Venturino tried the RCBS 45-300FN and RCBS 45-325FN the latter of which is about the best weight 345 gr. cast from 1/20 alloy. BUT he says he got groups measured in FEET! One has to wonder why. I think .458" bullets are more likely correct. Venturino says that even the old originals all had .457" groove diameter. and so I've got some on the way from various sources. Other possible molds for this rifle are Lee's 457-340-F and 457-325-F. I've got one of the latter which I received via Chris C. They seem to do well but I've not yet done any group shooting. Will be switching to SPG to lube all bullets when my current stick of lube in the sizer runs out. Until then the cast bullets I lube will be used with smokeless only.

A short note about lube. Some correspondents are telling me that 1.5-1.7 gr. of lube will work with blackpowder. I suggest switching to SPG as that lube will work with all possible powders and simplify bullet preparation.

Powder is another requirement. I plan on using IMR SR4759, AA5744, IMR 3031, IMR or H-4198 and good old black powder. The action will not permit nor will I try to push velocities above original velocities. That would probably be 1200-1300 fps in the short 22 inch carbine barrel. I know that there is a lot of discussion out there about the choices of powders for this cartridge with some decrying the use of any smokeless powders and even some foolhardy individuals pushing the envelope. It seems to me that the loads used should not exceed 18K CUP although Brian Pearce expresses a different opinion in Lyman's 49th edition. Therein he states that the modern reproductions (he uses Chaparrals) 28K CUP is the upper limit. One should be able to duplicate original velocities with like weight bullets and thus equal original performance. That should be good enough for deer and black bear even if the ballistics aren't impressive by today's standards.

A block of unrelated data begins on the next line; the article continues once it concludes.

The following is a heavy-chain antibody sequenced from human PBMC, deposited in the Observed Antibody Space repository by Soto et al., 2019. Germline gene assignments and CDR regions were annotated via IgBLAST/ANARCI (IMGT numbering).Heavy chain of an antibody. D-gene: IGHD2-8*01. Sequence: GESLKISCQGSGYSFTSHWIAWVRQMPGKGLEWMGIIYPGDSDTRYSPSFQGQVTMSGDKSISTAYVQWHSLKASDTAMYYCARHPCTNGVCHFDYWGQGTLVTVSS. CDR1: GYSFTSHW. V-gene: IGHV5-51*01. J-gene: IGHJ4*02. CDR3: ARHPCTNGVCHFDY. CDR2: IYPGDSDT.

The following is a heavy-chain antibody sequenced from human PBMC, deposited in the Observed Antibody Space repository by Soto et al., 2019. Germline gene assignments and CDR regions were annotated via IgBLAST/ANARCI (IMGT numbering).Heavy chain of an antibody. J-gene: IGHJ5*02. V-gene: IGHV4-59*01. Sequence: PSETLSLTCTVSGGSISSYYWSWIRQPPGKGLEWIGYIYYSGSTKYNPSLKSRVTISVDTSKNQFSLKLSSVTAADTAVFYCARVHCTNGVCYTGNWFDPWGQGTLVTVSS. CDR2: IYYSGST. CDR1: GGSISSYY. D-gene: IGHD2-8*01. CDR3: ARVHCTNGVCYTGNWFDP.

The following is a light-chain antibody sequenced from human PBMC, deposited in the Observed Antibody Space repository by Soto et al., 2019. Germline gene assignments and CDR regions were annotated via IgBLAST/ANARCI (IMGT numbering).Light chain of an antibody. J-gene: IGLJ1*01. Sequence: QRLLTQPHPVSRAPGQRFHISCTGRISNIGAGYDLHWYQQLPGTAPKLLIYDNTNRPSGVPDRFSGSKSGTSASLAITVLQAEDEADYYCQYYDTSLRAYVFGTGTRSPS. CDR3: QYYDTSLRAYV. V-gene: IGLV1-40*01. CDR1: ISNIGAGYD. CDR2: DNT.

Crimping is another concern particularly for shooters using original bullets over smokeless powder. Why? Because the original bullets are designed to be crimped over the front band and the bullet supported by a case full (and compressed) charge of black powder. Smokeless won't fill the case and some fear that the bullet will be set back in the magazine resulting is an unintended and disastrous pressure increase. Orville C. Loomis in his article, "Shooting the .45-75 Model 1876" in the Summer 2001 issue of Blackpowder Cartridge News says that the crimp made by his original tool is very similar to that made by the Lee Factory Crimp Die (FCD). That being the case, one can order a FCD from Lee for less than $30. Chris C., Grizzly Adams and I have ours.

Suggested Loads (these come from various sources including Cartridges of the World, The Home Guide to Cartridge Conversions, The Legacy of Leverguns, Shooting Leverguns of the Old West, Blackpowder Cartridge News)and Lyman Reloading Handbook, 49th ed. however, I am not responsible for either the data presented or for your use thereof. You are on your own as to what is suitable and safe. Many experts recommend only blackpowder be used in original rifles and the reproductions are so new that I've not seen any comments on the subject from commonly accepted authorities.

BulletWeight PowderCharge Weight Velocity Energy
Lyman 4571223302400

Lyman 457122330XMP5744

Lyman 457122330IMR4198

Lyman 457122330AA2015

Lyman 457122330Trail Boss

Lyman 457122330H4895

Lyman 457122330Triple7 FFG

Lyman 457122330GOEX FFg

Liberty 458-300FP 350IMR 3031

Lead300IMR SR4759

Hornady HP300IMR SR4759

Lyman 456192350IMR 4198

Lasercast FP300IMR 3031


I now have quite a bit of ammunition together and need to do more shooting! I've had the gun out shooting the fireforming loads as well as a few using bullets from an original Winchester mold sent to me by Grizzly Adams. Those bullets weighed 364 gr. lubed and sized and both they and my fireforming loads using 300 gr. jacketed bullets I normally use for the .45-70 seemed pretty accurate. While I didn't shoot them at targets I did use the crotch of a 3" diameter Sycamore about 80 yards distance on the upper bank of Mom's farm pond. This is a tree I'm going to have to take down anyway so topping it with the NWMP carbine was no problem for the environment and it was no problem with the rifle either. The sights held for horizontal dispersion as I could see the tree shake with every round but it was a bit difficult with that sighting point and the sights to hold the vertical. Now that I have a stock of 20-1 alloy, I'm looking to get some more bullets cast and take my current stock of 500+ cases and really give the gun a workout.